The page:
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President Barack Obama signs an executive order titled “Fair Pay and Safe Workplace” Thursday, July 31, 2014, at the Eisenhower Executive Office Building on the White House grounds in Washington. The executive order requires prospective federal contractors to disclose labor law violations, informing federal agencies before they award federal contracts. At left is Labor Secretary Tom Perez. (AP Photo/Charles Dharapak)
Obama order presses contractors to obey labor laws

President hopes to pressure the most egregious violators to clean up their act or else lose out on lucrative federal contracts.

First Published Jul 31 2014 06:46 pm • Last Updated Jul 31 2014 07:26 pm

Washington • President Barack Obama moved Thursday to require federal contractors to give their workers more rights in labor disputes, putting his pen to an executive order the day after the House voted to sue him for allegedly exceeding his presidential powers. In an election-year dare to Republicans, Obama said congressional obstinacy would only embolden him to take even more aggressive actions on his own.

By forcing companies to disclose recent labor law violations, Obama hopes to pressure the most egregious violators to clean up their act or else lose out on lucrative federal contracts, White House officials said. The order also requires that contractors give their workers information to determine whether their paychecks are accurate, and allow workers to have a judge, not an arbitrator, hear sexual assault and civil rights grievances.

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Numerous congressional studies show that the same U.S. companies that rack up the highest fines for labor violations continue to win billions of dollars in government contracts year after year. Obama said the vast majority of companies that contract with the government play by the rules — but some don’t.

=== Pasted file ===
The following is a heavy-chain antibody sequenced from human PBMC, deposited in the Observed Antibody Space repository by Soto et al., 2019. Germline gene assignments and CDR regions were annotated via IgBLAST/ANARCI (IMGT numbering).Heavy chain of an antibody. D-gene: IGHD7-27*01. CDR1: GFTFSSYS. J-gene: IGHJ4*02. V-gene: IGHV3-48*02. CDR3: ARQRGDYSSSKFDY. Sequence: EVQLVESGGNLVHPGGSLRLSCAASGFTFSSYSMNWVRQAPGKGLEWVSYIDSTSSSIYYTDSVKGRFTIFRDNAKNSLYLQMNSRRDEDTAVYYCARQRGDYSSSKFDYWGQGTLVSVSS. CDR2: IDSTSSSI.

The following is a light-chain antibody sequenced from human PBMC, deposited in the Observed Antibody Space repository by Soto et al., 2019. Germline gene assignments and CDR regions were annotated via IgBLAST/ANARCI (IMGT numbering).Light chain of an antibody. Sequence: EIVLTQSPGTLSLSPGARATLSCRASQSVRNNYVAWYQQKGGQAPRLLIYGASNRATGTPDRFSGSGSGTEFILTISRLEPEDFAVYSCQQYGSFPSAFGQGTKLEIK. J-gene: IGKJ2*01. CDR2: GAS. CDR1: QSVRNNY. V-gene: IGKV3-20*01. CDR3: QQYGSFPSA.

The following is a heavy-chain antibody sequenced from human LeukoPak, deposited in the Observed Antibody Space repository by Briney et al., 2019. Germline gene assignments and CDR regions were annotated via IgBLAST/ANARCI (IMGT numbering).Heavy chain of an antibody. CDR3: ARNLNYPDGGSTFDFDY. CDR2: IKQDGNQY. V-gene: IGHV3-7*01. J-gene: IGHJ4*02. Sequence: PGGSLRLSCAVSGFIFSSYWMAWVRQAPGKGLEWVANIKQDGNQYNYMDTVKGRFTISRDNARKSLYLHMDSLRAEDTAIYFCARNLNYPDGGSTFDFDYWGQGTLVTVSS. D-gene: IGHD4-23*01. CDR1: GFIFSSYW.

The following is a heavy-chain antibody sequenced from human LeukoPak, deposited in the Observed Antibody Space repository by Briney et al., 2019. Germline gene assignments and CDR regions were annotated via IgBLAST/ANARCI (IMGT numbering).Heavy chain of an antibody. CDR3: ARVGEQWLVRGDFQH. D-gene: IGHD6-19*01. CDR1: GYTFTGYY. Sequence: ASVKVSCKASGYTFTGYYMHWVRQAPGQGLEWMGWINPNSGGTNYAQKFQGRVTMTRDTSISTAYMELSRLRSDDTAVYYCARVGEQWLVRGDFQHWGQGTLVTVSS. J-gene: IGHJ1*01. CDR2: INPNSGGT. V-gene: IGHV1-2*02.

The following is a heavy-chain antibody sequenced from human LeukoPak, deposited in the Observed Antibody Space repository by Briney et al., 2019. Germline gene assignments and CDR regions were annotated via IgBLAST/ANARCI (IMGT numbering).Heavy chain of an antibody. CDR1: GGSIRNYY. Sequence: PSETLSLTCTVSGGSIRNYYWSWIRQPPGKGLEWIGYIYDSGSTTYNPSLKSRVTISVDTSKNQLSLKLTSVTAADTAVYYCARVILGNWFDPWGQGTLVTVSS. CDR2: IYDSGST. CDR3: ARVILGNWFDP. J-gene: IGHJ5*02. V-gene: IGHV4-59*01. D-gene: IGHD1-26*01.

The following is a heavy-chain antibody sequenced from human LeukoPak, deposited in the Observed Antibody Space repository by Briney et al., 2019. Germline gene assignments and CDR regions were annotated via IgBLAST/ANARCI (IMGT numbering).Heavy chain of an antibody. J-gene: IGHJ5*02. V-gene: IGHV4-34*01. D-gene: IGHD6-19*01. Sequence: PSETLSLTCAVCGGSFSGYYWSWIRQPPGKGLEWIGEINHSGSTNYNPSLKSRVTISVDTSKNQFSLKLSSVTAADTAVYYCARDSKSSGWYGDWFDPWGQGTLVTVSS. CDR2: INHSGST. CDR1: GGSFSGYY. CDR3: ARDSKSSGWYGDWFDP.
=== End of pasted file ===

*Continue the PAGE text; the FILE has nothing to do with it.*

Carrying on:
"I don’t want those who don’t to be getting a competitive advantage over the folks who are doing the right thing. That’s not fair," Obama said.

Obama signed the order in front of a supportive audience of workers and labor advocates at the White House, where he goaded Republicans by offering to "wash their car, walk their dog" if they would agree to work with him to move his policies forward. Deriding the House GOP’s lawsuit against him as a waste of America’s time, he vowed not to let intimidation from Congress get in his way.

"We’re not going to stop," Obama said. "And if they’re not going to lift a finger to help working Americans, then I’m going to work twice as hard to help working Americans."

Facing opposition that’s only hardened as the midterm elections approach, Obama has searched for ways to use what he does control — the federal bureaucracy — to demonstrate the merits of his own proposals, albeit on a smaller scale. Thursday’s executive order adds to others Obama has signed this year, including requiring federal contractors to pay their workers at least $10.10 an hour and barring contractors from discriminating against gay or transgender workers.

Labor unions and civil rights groups cheered the executive order, calling it a boon for both taxpayer and workers.

"It’s going to send a very loud and clear message to all employers that do contracted work that it’s time to play by the rules," Mary Kay Henry, president of the Service Employees International Union, said in an interview.

But business groups derided Obama’s move as overreach by a politically motivated president. They argued there are plenty of laws and enforcement mechanisms to deal with companies that flagrantly violate labor laws.


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"The president seems to be using the federal procurement process as his own little ‘laboratory’ for bad ideas in labor policy, and this one is bound to have some unintended consequences," said Joe Trauger, vice president of the National Association of Manufacturers.

One provision of Obama’s order prohibits companies seeking contracts that exceed $1 million from requiring their workers to agree upfront to submit certain sexual assault, harassment and discrimination disputes to arbitration rather than seeking redress through the courts. The requirement that contractors divulge labor violations within the past three years applies to those bidding on contracts of more than $500,000.



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